On 24-25 January 2017, CABI and the Syngenta foundation for sustainable agriculture hosted a conference at the Syngenta conference centre in Basel, Switzerland. The conference, entitled “The Future of Small Farms”, covered a broad range of topics aimed at assessing the state of agricultural policy in developing economies and emerging markets, and its influence on smallholder farmers around the world.
BBSRC (Biotechnology and Biological Sciences Research Council) and Syngenta funded scientists at the University of York and University of Durham have discovered a gene called AmGSTF1 that plays a key role in controlling multiple herbicide resistance in black-grass (Alopecurus myosuroides) and annual rye-grass (Lolium rigidum). Now the gene that confers resistance has been identified, it is hoped that chemicals that inhibit the gene may be able to be used in future to make herbicides effective against resistant weeds.
Black-grass and rye-grass are widespread weeds which cause problems in cereal and oilseed rape farming. Management using herbicides is becoming increasingly difficult since both black-grass and rye-grass can acquire a single defence mechanism that confers resistance to multiple herbicides- known as multiple herbicide resistance. The genetics of multiple herbicide resistance have been poorly understood until recently, however scientists have now discovered that a gene producing an enzyme called glutathione transferase (GST) is responsible for multiple herbicide resistance. Scientists created transgenic thale cress (Arabidopsis thaliana) plants with the GST producing gene inserted which were resistant. GSTs are known to detoxify herbicides, but project leader Professor Rob Edwards of the Centre for Novel Agricultural Products at the University of York believes that the gene they discovered works as a kind of ‘master switch’ that activates a range of protective mechanisms in the plant. When resistant plants with the GST gene are sprayed with GST inhibiting chemicals, they become susceptible to herbicides. This demonstrates the potential for using GST inhibiting compounds in future herbicide formulations to manage resistant rye-grass and black-grass. These weeds are currently very difficult to manage due to their widespread herbicide resistance.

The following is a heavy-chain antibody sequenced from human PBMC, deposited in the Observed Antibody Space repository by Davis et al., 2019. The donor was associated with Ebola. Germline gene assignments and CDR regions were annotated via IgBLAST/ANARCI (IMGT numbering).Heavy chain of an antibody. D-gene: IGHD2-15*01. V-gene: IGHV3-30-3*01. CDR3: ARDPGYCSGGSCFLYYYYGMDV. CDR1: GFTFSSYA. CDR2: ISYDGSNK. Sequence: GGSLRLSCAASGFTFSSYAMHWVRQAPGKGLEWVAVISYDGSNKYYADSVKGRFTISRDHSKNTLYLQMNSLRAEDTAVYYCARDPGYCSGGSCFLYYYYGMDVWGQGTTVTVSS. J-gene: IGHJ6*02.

After a European Commission vote yesterday (Monday 29th April 2013), Europe will enforce the world’s first continent-wide ban on neonicotinoid insecticides after concerns about their non-target impact on bee pollinators.
The vote by the 27 European Union member states on whether to suspend the use of neonicotinoid insecticides was supported by 15 nations. The UK did not support the ban.
Bees represent a proportion of the insects that contribute to the pollination of crops, and the potential impact of observed declines in bees on crop yields, as well as their importance as pollinators of wild flowers, has resulted in significant attention and controversy in determining the causes of bee declines. No single factor has been found to explain the decline in pollinators, and it is thought to be due to a range of interacting effects such as climate change, bee pests and diseases, pesticide use, and habitat loss. More recently, some studies have implicated neonicotinoid insecticides in the pollinator decline, although to date evidence from different studies is conflicting and the topic remains highly debated.
In April 2012 the European Commission demanded a re-examination of the risks posed by the neonicotinoids, including imidacloprid and clothianidin, primarily produced by Bayer CropScience, and Syngenta’s thiamethoxam. A report published on Wednesday by scientists at the European Food Safety Authority (EFSA) assessed the risks posed to honeybees by these three neonicotinoids.